Here's why the Jains believe that it’s always good to say ‘Sorry’


SHARE

The phrase Michchāmi Dukkaḍaṃ found in the Airyapathiki Sutra is quite often used by the Jain community on the last day (Samvatsari) of Paryushana. The community, over the last few days, has been celebrating Paryushana, along with celebrating Samvatsari.

There is a prayer used for the same, which talks about forgiveness for everyone, on all terms.

khāmemi savva jīve, savve jīvā khamaṃtu me, mittī me savva-bhūesu, veraṃ majjha na keṇa:I, micchāmi dukkaḍaṃ

(I forgive all living beings, May all souls forgive me, I am on friendly terms with all, I have no animosity, toward any soul. May all my faults be dissolved)

We all use the word sorry, on an everyday basis. It has been taught from the early days – be it from home or in school. Jainism promotes the teaching of Lord Mahavir, who believed and preached in 'Live and Let Live.' It is believed that the lord also preached forgiving ourselves first, as he believed forgiveness leads to spiritual purification.

“Live and allow others to live; hurt no one; life is dear to all living beings. Anger begets more anger, and forgiveness and love lead to more forgiveness and love,” said Lord Mahavir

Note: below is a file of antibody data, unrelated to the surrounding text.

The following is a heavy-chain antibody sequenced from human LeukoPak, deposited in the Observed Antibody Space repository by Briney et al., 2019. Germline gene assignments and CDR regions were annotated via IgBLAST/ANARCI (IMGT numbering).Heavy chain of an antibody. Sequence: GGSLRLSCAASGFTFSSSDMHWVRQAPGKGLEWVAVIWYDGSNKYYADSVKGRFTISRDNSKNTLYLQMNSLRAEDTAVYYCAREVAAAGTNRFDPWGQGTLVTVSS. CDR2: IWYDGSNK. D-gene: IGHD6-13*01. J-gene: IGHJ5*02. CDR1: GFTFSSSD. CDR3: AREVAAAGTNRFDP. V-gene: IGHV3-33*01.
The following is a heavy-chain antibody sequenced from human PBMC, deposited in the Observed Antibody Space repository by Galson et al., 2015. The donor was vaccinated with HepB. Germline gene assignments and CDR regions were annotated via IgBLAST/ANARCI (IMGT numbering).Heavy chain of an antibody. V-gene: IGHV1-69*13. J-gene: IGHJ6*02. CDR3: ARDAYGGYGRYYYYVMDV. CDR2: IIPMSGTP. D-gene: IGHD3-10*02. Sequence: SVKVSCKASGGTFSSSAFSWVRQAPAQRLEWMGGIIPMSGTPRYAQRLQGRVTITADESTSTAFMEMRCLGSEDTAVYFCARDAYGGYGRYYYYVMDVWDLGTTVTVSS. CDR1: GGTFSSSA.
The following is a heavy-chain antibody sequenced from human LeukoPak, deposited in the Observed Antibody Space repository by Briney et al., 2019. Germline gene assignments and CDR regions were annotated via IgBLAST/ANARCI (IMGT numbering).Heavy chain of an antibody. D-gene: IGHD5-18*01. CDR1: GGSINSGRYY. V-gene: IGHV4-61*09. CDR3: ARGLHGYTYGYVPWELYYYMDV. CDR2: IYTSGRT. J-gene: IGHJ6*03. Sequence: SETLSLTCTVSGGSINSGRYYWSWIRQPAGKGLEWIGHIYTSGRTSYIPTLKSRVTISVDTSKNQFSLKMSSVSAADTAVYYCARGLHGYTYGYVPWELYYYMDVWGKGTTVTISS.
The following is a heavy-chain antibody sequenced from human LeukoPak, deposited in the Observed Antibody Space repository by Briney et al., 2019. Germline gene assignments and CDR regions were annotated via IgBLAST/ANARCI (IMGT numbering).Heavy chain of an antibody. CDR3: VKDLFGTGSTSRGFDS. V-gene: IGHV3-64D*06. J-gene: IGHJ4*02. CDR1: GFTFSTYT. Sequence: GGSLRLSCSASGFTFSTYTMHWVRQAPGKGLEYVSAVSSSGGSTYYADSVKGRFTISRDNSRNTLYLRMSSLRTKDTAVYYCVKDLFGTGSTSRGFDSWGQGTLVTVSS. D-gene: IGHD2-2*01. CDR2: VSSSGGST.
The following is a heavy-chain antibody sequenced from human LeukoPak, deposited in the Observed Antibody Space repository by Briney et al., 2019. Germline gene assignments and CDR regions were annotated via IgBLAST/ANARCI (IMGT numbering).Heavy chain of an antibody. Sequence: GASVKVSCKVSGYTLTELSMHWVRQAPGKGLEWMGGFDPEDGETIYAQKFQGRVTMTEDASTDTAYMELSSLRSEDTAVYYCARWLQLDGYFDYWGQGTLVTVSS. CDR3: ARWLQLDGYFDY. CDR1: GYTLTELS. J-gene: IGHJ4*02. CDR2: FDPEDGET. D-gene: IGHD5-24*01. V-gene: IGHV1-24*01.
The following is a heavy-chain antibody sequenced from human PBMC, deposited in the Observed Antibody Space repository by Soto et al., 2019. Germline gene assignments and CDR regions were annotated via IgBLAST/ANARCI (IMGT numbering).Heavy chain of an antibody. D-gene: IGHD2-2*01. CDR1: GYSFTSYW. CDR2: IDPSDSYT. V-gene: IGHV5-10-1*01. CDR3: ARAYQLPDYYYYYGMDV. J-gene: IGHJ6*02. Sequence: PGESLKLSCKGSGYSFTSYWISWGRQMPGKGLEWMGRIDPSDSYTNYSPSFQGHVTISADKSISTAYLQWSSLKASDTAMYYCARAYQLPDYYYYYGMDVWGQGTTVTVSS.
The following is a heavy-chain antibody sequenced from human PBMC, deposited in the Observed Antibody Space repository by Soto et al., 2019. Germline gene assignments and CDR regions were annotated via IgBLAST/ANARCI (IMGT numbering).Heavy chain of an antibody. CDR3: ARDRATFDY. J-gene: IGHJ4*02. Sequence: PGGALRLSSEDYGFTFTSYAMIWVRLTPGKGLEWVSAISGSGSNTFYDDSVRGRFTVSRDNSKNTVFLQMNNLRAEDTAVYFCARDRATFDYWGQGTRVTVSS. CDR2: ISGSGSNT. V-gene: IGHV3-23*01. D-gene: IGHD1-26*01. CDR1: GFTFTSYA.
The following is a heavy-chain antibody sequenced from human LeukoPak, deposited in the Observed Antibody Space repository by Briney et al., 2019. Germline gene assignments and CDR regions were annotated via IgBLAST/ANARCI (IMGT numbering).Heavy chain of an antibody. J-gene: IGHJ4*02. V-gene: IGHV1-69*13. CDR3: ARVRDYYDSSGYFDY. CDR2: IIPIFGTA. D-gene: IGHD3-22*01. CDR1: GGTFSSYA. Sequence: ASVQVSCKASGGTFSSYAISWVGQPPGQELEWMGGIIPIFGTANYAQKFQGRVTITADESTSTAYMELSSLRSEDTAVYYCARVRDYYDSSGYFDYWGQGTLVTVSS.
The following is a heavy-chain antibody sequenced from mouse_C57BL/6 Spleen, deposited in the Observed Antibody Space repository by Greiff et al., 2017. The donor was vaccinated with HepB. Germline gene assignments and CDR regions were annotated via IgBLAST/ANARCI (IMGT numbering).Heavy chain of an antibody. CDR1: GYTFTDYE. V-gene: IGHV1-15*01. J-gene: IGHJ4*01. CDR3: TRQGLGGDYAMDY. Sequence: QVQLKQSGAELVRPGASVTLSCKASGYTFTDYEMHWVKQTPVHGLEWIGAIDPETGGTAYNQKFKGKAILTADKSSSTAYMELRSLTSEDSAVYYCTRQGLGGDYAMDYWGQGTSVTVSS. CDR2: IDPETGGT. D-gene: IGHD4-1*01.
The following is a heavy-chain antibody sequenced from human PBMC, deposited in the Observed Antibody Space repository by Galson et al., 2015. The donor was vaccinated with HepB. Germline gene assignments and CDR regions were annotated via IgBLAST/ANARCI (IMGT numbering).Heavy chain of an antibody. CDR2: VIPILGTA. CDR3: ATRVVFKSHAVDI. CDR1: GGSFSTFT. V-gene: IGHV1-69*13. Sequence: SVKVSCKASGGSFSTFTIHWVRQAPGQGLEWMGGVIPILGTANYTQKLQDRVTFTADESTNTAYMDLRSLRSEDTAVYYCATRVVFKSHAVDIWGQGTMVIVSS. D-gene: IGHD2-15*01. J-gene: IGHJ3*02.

Samvatsari marks a special day in Jainism, where every member of community approaches others from all religions and strata and seeks forgiveness for mistakes, which could have happened knowingly or unknowingly. This is believed to give a fresh start life and a peaceful co-existence with others.

Forgiveness is also sought from all the living forms from plants and microorganisms - ekindriyas (single sensed beings) – to Panchendriyas (from living forms with 5 senses), for they may have been harmed by routine activities. This activity is also done during their daily prayers as they recite ‘Iryavahi sutra’ seeking forgiveness from everyone.

On this special occasion, Mumbai Live also seeks the same. May there be peace, always.

Michchāmi Dukkaḍaṃ

RELATED TOPICS
Latest News